Do ethics support the law in this case? I would say yes, depending on which view you are relying on with the issue or what theory you are basing this on. Morals and law work as one in spite of the fact that it may not be an even adjust. Despite the fact that the law is morally based, we still may not concur with each law in light of our moral perspectives. Using two of the primary schools of ethics, we can see how dilemmas can be views and resolved in different and similar ways.
Care-based theories request that you emphasize with others by settling on choices on what you would wish accomplished for yourself if in the same circumstances as the individuals who will be affected by your choice. Consequentialist theories are ends-based and stress the great that result from human activities.
The biological parents in this case have rehabilitated from drug use and should have the right to have an opportunity to do what is right for their daughter after committing themselves to clean their acts up for her. On the other hand, the foster parents have been taking care of the child for nine years and have gained love and care for the little girls as if she were their own child. They have the right to continue to raise the child as their own after so many years. Let us also look at this from the child's perspective. The little girl looks at her foster parents as they are her own and she deserves the right to be in a place where she feels safe and comfortable, but she also has the right to choose between who she wants to be with.
Using the care based theory, if I were a part of the biological parents; I would want what is best for the best interest of my child. Do I really want to take my child away from the happiness and love she has already learned to have and confuse my child further more? Do I want to bring pain and suffering because of my mistakes to the foster parents who have done such a great job in raising my daughter? I would want everyone to be content. With that being said, it would be sufficient enough for me to build a relationship with my daughter without removing her from the foster parents’ home and taking that as a consequence to my actions.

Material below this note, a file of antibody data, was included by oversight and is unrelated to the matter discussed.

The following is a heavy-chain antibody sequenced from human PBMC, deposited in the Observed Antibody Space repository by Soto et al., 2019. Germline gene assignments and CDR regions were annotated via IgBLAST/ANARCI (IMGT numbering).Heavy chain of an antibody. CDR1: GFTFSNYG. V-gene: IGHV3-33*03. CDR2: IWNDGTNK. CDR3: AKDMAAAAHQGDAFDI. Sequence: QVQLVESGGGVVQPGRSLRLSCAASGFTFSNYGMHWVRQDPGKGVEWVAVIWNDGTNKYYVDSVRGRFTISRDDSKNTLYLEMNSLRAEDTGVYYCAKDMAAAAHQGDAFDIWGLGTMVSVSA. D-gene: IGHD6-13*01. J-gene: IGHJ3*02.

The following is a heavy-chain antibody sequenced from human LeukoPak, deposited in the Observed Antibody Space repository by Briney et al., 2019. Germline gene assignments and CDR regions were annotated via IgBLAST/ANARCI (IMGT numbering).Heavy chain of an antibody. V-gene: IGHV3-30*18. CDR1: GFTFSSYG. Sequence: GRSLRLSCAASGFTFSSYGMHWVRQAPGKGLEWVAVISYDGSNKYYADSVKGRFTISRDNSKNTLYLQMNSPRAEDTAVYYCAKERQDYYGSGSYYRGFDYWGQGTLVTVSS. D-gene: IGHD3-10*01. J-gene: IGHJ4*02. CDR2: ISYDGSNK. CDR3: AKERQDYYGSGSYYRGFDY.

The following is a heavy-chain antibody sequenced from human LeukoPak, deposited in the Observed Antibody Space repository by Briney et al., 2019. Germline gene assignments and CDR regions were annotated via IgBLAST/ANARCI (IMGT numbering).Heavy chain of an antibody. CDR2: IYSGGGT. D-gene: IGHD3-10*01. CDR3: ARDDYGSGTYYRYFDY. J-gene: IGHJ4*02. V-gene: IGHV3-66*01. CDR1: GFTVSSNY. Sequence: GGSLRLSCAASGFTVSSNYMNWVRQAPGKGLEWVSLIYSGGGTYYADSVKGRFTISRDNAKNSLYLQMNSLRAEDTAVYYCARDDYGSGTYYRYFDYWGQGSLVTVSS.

Moving on to the ends based theory; my decision will still land on not removing the daughter from the foster parents' home. This asks us to do whatever produces the greatest good for the greatest number. Placing the child in the home of the biological parents who she will consider as stranger could be detrimental for many of the parties in this case. She will be confused about what is going on due to the fact that it is not something that can be explained to her understanding and she will take the separation from her foster parents as a loss. This will also affect the foster parents as a loss to a child that they raised as they were their own. The birth parents will be happy to a certain extent. Grateful of having their daughter back, her pain and suffering could affect the birth parents. The greater good would land on the daughter remaining with the foster parents. They can continue to raise the child with the same love and support and she will continue to be as happy as she was. The birth parents may be hurt, but they should seek cooperation and support from the foster family to help gain a connection between them so that everyone is winning.